Corbyn's sensible position on a Brexit deal?

Jeremy Corbyn's position on a Brexit deal is a sensible one, whether or not people agree with it.  But no doubt it will be criticised from all sides.  Corbyn is set to frustrate those who wish for an entrenched position on either side of the fence.

They want it all to be simple.  Either you are in or out.  Corbyn now asks an interesting question: shouldn't we wait and see what deal can really be achieved with proper negotiation?  He also dares to suppose that, with the right kind of arrangement with the EU, we "could be" better off out.   Note that he doesn't say we would be.  He simply thinks we should consider it.  After all, if we could get a "good" deal, it might make it possible to heal a divided country and rescue the United Kingdom from a constitutional crisis.

Today on BBCs Marr show he teased out the distinction between those who support the EU as a matter of principle and those who want to remain but do not like the move to an  'ever closer union'.

The problem is Brexit has been considered as a binary issue, yet we have three divides on Brexit.  First whether to be in or out, but we also the more important division about what we are in it for and what role we wish to play in Europe.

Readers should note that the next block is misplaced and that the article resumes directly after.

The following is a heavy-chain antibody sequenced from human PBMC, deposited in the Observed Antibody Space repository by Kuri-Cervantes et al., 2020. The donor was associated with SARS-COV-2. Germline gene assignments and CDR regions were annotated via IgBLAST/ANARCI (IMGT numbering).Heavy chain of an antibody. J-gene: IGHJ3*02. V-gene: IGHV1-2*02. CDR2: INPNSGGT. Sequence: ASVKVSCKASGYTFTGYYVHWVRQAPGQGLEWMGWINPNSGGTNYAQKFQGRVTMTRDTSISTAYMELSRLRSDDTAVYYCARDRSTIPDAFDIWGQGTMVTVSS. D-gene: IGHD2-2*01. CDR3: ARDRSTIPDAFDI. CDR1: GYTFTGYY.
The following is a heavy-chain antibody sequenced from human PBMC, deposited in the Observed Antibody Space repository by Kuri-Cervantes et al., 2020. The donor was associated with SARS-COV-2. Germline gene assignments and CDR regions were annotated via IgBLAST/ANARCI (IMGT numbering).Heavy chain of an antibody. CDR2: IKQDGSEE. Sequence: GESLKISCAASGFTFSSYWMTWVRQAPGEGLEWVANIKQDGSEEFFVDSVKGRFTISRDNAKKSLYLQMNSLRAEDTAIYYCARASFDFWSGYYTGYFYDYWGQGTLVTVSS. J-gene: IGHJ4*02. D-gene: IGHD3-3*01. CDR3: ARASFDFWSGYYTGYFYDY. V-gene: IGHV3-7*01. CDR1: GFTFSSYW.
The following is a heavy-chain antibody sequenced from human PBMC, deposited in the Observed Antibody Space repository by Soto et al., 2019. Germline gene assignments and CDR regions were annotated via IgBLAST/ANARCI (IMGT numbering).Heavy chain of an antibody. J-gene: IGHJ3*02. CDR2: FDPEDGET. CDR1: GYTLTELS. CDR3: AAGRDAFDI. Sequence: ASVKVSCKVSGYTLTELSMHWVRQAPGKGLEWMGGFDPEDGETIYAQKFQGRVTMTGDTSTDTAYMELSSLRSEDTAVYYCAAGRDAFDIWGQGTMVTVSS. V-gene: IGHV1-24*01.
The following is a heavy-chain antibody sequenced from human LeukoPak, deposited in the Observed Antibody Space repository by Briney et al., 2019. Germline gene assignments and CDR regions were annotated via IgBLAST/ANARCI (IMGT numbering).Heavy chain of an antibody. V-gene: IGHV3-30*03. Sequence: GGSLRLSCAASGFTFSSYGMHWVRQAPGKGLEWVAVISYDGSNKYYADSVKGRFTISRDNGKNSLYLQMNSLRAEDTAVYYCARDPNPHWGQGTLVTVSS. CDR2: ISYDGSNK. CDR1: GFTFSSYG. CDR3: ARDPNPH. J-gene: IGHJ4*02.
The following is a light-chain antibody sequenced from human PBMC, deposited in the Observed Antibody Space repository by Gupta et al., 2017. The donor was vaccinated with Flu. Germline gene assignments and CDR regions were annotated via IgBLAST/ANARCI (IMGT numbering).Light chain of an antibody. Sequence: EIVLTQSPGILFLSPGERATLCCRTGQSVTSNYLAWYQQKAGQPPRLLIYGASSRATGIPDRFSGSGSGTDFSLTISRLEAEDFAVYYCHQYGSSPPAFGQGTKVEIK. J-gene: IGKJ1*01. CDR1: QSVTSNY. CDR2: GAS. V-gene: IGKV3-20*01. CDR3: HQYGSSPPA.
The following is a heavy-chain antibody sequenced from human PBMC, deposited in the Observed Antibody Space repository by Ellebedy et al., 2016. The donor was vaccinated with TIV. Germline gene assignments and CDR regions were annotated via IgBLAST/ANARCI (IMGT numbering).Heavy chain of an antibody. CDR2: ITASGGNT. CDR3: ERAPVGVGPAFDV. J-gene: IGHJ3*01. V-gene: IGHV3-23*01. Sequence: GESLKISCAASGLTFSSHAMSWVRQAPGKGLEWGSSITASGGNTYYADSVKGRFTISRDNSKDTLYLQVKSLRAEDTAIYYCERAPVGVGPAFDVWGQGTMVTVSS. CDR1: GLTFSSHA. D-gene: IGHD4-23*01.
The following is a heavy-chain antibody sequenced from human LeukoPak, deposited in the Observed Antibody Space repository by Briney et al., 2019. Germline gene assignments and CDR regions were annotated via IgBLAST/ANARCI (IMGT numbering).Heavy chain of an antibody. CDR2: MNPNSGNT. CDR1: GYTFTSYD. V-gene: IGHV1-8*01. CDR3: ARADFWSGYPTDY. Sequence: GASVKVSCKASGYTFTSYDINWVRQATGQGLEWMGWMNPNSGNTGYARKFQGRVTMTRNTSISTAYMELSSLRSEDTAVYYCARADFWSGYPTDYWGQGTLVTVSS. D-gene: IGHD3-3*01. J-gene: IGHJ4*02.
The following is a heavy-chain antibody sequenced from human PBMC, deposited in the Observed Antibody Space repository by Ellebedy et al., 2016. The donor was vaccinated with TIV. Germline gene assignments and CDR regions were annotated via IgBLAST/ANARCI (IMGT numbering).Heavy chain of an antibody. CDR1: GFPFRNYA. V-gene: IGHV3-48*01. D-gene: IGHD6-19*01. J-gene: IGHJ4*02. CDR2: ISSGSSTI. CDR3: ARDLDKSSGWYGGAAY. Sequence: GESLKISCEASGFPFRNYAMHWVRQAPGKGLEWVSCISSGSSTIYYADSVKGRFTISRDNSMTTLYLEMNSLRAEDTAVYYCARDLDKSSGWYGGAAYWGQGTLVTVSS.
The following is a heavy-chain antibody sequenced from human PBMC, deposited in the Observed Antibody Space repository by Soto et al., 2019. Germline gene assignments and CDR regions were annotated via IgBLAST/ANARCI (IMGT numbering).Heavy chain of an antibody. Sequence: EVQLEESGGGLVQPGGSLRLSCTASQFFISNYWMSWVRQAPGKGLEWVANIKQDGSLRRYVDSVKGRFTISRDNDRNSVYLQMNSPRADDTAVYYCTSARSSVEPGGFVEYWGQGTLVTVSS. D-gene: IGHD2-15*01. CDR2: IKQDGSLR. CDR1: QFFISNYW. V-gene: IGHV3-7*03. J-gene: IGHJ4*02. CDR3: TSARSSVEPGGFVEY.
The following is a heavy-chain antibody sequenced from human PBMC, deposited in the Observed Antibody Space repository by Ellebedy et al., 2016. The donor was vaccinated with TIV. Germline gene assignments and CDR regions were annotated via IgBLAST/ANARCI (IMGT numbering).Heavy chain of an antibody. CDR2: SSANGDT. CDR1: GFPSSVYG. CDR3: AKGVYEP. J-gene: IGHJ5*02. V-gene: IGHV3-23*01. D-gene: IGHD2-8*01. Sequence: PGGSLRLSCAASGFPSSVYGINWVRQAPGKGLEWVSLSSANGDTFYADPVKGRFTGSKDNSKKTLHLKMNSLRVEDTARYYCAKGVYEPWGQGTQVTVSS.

There are many who wish to remain in the EU but who are concerned about the ever-closer integration.  I am one of them.   Political integration is not the answer to everything.

This does not mean I don't support the EU on principle.  I do.   It is vital that European countries working together to foster democracy, civil rights and environmental protection.   But this is not necessarily best achieved by creating an unwieldy  'United States of Europe'.   People need to feel empowered in relation to the issues that affect them.

This is why 'take back control' was such a powerful slogan in the EU referendum.  The EU became the whipping boy for all the problems in the United Kingdom, and Brexit a miraculous cure.  It was a simple message, we will be better off "free" from the "shackles" of Brussels.  Get us out at all cost.

No amount of analysis of that cost will change that message.  Food shortages, medicine shortages, business closures, unemployment, on and on the list goes...but to no effect.  In the end, such statistics have nothing to do with the central issue of British "sovereignty."

Would "hard-remainers" accept any kind of deal? Only, perhaps, when faced with no-deal. But in reality, they never wanted any kind of deal.  They want to remain, just as much as "hard-leavers" want to leave.

So Corbyn is probably on a hiding to nothing, even as he presents perhaps the most honest answer to the problem, which is to see what kind of deal we can get, and then let the people decide.

If Labour now adopts a simplistic remain at all costs position, along with the Liberal Democrats, then we are left with a deepening rift.  A general election could then produce another hung parliament but with the Tories elected on what they consider a mandate to take the UK out deal or no-deal.  That is a recipe for disaster.

My heart is in remain. Currently, in a people's vote, I would vote remain.  After the referendum result, all the main parties said they accepted the result but that we should leave with a deal.  Abandoning that position is not good for our democracy, and nor would it with certainty produce the result remain would wish for.  Perhaps we should give deal a chance.

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